Would you believe me if I said that you would be a different person if you had a different sibling? It’s a strange concept that our sibling connections could be at the centre of who we become. We could choose to link our success to parental support, social connections, and, most importantly, our personal qualities, such as hard effort and intelligence. Our siblings, on the other hand, may have the biggest influence in this aspect. They have an impact on our sense of identity, professions, skill sets, and, ultimately, life choices. Simply said, you would be a different person if you had a different sibling.
In an article for “Time,” Jeffrey Kluger, author of “The Sibling Effect: What the Bonds Among Brothers and Sisters Reveal About Us,” stated, “First child of a family come into the world as their parents’ solitary princess or prince.” “They are more likely to be pampered, indulged, and grow up with a sensation of being at the centre of the familial orbit.”They may also be drawn to positions of leadership. In a 2007 poll of 1,582 CEOs, 43 percent said they were the firstborn. In a separate, smaller study, first-borns were shown to be 55 percent more likely than the general population to be the founders of businesses or organizations.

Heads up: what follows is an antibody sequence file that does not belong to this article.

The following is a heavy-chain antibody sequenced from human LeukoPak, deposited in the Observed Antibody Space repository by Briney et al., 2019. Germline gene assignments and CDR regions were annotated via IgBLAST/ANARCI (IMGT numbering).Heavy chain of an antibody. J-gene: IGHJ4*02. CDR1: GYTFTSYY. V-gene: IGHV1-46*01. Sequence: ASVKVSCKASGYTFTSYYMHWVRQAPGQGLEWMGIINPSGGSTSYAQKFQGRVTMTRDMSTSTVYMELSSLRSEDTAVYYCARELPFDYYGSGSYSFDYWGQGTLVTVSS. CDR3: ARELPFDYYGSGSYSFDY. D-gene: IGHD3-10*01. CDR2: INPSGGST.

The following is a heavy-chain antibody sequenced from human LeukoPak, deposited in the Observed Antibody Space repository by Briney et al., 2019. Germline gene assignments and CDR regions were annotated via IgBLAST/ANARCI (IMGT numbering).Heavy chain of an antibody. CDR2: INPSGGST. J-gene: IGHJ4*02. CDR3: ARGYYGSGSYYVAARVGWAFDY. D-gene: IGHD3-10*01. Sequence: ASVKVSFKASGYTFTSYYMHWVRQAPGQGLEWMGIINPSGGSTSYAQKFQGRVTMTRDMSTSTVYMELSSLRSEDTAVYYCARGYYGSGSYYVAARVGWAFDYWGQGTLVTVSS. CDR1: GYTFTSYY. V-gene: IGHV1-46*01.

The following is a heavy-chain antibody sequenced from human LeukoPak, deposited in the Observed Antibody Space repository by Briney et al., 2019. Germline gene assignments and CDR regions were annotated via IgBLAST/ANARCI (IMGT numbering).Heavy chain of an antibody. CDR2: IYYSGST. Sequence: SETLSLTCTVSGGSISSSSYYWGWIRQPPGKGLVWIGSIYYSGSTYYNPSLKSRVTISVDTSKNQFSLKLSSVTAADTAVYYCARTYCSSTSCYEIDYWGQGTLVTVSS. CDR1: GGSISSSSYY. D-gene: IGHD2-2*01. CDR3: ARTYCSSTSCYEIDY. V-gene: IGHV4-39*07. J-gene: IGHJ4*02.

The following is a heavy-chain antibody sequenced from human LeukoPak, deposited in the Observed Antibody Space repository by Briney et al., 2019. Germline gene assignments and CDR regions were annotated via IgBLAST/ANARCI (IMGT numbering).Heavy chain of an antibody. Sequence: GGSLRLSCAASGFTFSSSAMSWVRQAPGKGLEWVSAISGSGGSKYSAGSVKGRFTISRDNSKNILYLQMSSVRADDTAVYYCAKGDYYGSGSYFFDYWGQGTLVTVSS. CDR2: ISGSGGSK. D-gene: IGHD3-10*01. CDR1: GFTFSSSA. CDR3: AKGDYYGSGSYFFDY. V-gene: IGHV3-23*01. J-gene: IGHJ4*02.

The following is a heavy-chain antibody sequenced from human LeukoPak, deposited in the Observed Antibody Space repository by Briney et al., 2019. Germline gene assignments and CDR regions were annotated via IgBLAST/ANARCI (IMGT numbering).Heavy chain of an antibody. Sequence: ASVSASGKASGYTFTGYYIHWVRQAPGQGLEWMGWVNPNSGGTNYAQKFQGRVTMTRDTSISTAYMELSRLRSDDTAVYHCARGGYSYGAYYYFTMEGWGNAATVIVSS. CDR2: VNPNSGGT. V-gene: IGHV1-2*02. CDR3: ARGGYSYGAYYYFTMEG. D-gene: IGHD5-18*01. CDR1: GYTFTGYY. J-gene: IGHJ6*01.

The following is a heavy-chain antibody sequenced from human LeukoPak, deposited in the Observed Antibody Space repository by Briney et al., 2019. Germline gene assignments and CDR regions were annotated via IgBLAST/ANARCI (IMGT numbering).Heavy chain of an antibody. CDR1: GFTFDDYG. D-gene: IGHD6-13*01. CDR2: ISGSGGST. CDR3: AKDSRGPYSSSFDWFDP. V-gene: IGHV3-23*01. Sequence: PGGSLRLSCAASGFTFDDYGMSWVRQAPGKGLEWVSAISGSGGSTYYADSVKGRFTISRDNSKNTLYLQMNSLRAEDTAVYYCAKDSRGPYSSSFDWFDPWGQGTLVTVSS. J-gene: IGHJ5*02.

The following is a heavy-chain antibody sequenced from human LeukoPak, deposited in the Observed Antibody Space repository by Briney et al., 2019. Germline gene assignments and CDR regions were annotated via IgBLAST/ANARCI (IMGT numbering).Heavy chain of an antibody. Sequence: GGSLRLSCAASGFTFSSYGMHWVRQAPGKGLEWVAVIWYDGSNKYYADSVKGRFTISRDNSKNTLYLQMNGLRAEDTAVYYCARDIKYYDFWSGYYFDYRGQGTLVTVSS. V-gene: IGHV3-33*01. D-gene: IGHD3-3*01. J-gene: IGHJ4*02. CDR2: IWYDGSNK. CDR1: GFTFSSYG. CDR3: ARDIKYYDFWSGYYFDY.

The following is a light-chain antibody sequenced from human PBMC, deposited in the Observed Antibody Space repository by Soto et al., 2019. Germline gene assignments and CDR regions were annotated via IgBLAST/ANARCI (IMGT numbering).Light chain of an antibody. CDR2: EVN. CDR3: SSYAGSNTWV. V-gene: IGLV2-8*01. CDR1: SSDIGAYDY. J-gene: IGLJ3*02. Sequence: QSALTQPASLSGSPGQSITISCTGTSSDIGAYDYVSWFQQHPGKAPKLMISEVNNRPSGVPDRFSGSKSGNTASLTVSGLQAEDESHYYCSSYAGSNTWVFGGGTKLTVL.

It is true to say that each child in the family may have different abilities according to their birth order. It can be said that the first-born child is more prone to academic success, the second-born to fields that require teamwork, and the third-born to art and sports. Accordingly, if a family focuses on their first child, that child will most likely do better academically than children with more siblings.
There are other factors that contribute to success, and no explanation of achievement is complete without the argument that working hard is the primary cause. While it is true that patience and commitment to tasks are both indicators of success, not everyone who works hard achieves success. There are also several examples of people who have achieved great success without having to put in a lot of effort. Some people value hard work more than others. A mix of inherited disposition, parental expectations, contextual possibilities, and other variables may contribute to the attribute of a “hard worker.”
To summarize, a child’s success can be affected by factors such as genetics, upbringing, parents, and siblings. A child may be more prone to different areas according to the birth order among their siblings. However, it should not be forgotten that success is not something that exists only in an academic sense. Just as older siblings are more prone to academic success, younger siblings are more prone to social success.